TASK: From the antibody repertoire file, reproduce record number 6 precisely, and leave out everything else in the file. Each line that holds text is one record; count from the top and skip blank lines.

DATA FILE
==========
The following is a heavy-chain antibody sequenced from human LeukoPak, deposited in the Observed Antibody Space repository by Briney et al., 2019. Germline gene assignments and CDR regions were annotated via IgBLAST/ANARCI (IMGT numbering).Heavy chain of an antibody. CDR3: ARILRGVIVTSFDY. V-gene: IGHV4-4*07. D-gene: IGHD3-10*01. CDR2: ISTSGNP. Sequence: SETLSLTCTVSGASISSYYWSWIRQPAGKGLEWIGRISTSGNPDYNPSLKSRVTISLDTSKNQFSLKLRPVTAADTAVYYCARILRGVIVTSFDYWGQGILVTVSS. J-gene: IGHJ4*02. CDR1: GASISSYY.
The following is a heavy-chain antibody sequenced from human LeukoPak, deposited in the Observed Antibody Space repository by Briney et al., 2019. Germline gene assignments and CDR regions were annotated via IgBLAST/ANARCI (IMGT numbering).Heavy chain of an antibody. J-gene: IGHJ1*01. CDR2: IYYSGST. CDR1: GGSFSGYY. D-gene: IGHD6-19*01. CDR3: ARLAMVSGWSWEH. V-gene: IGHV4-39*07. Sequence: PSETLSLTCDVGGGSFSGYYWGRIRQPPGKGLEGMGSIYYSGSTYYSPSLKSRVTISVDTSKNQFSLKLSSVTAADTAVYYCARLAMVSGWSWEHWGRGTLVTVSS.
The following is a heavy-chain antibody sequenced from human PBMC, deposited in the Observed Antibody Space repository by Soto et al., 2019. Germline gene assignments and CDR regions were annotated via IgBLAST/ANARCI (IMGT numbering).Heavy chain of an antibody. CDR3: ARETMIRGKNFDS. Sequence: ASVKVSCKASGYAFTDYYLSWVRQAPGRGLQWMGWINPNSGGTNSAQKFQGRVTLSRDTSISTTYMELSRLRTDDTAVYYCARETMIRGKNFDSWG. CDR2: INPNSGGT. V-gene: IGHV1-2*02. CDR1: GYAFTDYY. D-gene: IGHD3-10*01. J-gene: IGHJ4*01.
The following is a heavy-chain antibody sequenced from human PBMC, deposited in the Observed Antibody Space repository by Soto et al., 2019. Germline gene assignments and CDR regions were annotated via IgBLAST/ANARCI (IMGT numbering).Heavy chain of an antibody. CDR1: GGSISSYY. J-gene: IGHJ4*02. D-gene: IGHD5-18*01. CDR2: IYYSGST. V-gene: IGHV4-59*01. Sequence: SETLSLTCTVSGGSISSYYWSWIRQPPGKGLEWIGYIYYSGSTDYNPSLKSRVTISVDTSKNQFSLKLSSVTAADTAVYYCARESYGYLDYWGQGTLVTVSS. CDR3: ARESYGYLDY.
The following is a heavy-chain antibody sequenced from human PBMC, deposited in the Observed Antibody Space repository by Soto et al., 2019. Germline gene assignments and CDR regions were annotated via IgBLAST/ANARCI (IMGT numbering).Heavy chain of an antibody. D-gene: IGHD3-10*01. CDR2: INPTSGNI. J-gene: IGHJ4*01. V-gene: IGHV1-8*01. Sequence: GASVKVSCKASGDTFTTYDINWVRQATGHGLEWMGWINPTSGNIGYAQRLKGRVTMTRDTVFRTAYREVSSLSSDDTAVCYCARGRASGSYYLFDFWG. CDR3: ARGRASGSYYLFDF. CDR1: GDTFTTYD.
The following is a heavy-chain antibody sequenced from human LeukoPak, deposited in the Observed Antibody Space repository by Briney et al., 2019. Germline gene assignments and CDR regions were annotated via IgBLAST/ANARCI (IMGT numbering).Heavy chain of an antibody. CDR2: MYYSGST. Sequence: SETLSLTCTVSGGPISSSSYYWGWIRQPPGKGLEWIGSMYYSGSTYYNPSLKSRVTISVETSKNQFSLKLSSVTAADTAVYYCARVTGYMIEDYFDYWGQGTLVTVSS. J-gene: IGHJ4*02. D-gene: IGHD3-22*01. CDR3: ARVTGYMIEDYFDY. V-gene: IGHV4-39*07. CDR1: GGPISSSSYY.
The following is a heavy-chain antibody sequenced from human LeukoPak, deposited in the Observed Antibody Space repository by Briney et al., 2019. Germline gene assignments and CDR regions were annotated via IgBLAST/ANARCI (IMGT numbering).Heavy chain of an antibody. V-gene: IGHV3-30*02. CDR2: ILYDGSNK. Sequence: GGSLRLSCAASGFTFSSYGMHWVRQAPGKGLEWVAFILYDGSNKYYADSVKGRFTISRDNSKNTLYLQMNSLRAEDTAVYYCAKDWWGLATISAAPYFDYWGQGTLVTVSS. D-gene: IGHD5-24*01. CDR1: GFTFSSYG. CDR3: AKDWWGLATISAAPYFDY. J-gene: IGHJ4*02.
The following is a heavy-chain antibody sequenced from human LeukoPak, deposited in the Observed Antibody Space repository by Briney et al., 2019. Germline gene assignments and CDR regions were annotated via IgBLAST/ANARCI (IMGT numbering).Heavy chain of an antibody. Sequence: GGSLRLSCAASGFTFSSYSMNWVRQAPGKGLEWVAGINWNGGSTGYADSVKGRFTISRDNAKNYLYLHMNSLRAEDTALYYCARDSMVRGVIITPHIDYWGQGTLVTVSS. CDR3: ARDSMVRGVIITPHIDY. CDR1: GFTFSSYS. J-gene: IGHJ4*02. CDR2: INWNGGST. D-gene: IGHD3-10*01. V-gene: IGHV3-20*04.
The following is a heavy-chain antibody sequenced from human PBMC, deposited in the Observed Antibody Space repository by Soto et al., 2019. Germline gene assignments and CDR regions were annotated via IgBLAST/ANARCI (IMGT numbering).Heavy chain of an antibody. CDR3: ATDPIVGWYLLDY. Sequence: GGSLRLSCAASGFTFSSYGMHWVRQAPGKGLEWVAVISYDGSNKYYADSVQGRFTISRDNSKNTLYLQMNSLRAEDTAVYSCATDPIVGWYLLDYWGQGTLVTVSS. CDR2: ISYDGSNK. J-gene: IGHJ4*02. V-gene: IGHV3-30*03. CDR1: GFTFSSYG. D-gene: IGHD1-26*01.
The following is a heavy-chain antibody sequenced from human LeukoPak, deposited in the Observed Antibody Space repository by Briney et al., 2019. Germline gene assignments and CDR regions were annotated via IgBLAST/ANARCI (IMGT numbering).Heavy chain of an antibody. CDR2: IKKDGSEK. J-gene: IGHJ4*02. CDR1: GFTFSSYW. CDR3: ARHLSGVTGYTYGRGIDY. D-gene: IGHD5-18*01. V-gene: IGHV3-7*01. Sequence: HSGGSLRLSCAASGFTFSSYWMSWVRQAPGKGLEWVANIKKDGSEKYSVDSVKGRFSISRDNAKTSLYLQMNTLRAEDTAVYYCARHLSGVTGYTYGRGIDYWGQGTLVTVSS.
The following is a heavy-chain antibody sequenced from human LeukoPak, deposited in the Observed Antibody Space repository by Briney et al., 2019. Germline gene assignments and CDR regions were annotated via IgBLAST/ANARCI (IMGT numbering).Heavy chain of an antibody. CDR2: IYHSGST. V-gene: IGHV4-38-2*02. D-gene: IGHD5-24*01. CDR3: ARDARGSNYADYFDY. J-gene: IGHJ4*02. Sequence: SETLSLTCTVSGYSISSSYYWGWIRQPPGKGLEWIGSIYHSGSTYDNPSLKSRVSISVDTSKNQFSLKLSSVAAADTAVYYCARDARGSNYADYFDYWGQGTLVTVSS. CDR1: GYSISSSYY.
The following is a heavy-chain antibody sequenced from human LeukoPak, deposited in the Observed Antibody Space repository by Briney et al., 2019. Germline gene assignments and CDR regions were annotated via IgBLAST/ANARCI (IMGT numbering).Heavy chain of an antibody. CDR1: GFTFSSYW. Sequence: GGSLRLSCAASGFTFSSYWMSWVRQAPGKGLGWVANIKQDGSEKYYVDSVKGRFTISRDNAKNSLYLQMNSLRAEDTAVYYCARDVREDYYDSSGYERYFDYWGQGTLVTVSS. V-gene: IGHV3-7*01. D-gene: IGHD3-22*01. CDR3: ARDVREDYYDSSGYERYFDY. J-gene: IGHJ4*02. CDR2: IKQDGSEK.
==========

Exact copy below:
The following is a heavy-chain antibody sequenced from human LeukoPak, deposited in the Observed Antibody Space repository by Briney et al., 2019. Germline gene assignments and CDR regions were annotated via IgBLAST/ANARCI (IMGT numbering).Heavy chain of an antibody. CDR2: MYYSGST. Sequence: SETLSLTCTVSGGPISSSSYYWGWIRQPPGKGLEWIGSMYYSGSTYYNPSLKSRVTISVETSKNQFSLKLSSVTAADTAVYYCARVTGYMIEDYFDYWGQGTLVTVSS. J-gene: IGHJ4*02. D-gene: IGHD3-22*01. CDR3: ARVTGYMIEDYFDY. V-gene: IGHV4-39*07. CDR1: GGPISSSSYY.